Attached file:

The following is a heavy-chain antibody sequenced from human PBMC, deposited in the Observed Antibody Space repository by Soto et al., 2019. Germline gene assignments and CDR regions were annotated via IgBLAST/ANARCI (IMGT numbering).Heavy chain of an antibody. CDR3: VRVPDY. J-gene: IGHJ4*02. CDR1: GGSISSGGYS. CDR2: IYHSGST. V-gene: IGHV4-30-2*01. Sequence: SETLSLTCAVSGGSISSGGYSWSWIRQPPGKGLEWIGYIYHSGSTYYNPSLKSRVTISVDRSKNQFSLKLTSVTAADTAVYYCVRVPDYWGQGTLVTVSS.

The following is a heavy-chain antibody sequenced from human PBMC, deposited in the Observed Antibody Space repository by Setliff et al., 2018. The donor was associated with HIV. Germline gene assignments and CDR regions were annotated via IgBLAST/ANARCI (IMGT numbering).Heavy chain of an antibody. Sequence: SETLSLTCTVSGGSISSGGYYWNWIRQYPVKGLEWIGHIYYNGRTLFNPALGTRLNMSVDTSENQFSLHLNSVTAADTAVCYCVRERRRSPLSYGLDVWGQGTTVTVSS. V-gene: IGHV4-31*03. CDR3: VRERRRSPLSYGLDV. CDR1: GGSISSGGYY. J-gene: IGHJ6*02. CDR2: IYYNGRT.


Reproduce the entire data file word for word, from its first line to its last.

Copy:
The following is a heavy-chain antibody sequenced from human PBMC, deposited in the Observed Antibody Space repository by Soto et al., 2019. Germline gene assignments and CDR regions were annotated via IgBLAST/ANARCI (IMGT numbering).Heavy chain of an antibody. CDR3: VRVPDY. J-gene: IGHJ4*02. CDR1: GGSISSGGYS. CDR2: IYHSGST. V-gene: IGHV4-30-2*01. Sequence: SETLSLTCAVSGGSISSGGYSWSWIRQPPGKGLEWIGYIYHSGSTYYNPSLKSRVTISVDRSKNQFSLKLTSVTAADTAVYYCVRVPDYWGQGTLVTVSS.

The following is a heavy-chain antibody sequenced from human PBMC, deposited in the Observed Antibody Space repository by Setliff et al., 2018. The donor was associated with HIV. Germline gene assignments and CDR regions were annotated via IgBLAST/ANARCI (IMGT numbering).Heavy chain of an antibody. Sequence: SETLSLTCTVSGGSISSGGYYWNWIRQYPVKGLEWIGHIYYNGRTLFNPALGTRLNMSVDTSENQFSLHLNSVTAADTAVCYCVRERRRSPLSYGLDVWGQGTTVTVSS. V-gene: IGHV4-31*03. CDR3: VRERRRSPLSYGLDV. CDR1: GGSISSGGYY. J-gene: IGHJ6*02. CDR2: IYYNGRT.